Welliver managed a two-phase project to expand the College of Veterinary Medicine’s (CVM) infrastructure and teaching facilities to accommodate Cornell’s increasing class size. The expansion, which brings together major teaching, clinical and research spaces, further promotes a collaborative community of students, faculty, and staff. The project also allows the College to increase the Doctor of Veterinary Medicine (DVM) enrollment.
Work included the demolition of 68,000 SF of existing space, the construction of 65,000 SF of new space, and the renovation of 33,000 SF of existing space within the College. In addition, we also performed infrastructure upgrades to the three-story Schurman Hall, created a shared entrance between that building, the Veterinary Education Center and Veterinary Research Tower, and adaptively reused former diagnostics and necropsy suites.
- CVM consisted of several phases that shifted occupants while renovating existing spaces and making room for new construction
- CVM also had state-of-the-art laboratory and surgical training spaces that required specialty equipment and extensive coordination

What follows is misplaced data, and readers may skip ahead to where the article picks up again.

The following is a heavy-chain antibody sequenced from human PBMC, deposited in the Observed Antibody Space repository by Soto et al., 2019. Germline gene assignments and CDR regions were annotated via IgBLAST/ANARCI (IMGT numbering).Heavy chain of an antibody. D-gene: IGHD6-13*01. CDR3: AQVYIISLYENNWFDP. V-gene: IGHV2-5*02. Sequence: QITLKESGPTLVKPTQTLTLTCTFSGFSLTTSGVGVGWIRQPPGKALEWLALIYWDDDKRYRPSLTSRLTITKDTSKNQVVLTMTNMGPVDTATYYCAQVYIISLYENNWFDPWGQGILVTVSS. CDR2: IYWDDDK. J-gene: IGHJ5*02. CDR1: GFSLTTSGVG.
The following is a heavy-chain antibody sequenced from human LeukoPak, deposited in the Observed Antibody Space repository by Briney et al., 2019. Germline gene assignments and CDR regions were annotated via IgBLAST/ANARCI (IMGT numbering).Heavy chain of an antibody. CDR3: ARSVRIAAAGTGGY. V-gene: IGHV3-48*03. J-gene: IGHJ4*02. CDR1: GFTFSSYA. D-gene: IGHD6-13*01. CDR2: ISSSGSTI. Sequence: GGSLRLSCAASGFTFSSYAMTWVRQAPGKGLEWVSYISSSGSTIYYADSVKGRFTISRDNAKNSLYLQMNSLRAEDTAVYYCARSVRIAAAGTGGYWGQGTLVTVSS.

- Replaced the James Law Auditorium with a three-story building that houses the Flower-Sprecher Veterinary Library, modular resource center, and administrative offices
- Two additional, large, tiered lecture halls to expand pre-clinical education
- Relocated the dining area to more effectively support food service needs and foster a greater sense of community
- Multi-purpose atrium to support large gatherings
- Larger footprint for the gross anatomy laboratory
- Renovation of existing anatomy, tutorial, and student surgery areas
- Several study spaces to support private study and group learning
- Rain gardens and a green roof to creatively handle water run-off
- Custom wood panels in the atrium were a key element and required extensive mockups for fastening and jointing along with extended planning with the fabricator
Photo credit: © Albert Vecerka /Esto and Weiss/Manfredi
large, tiered lecture halls were constructed to expand pre-clinical education.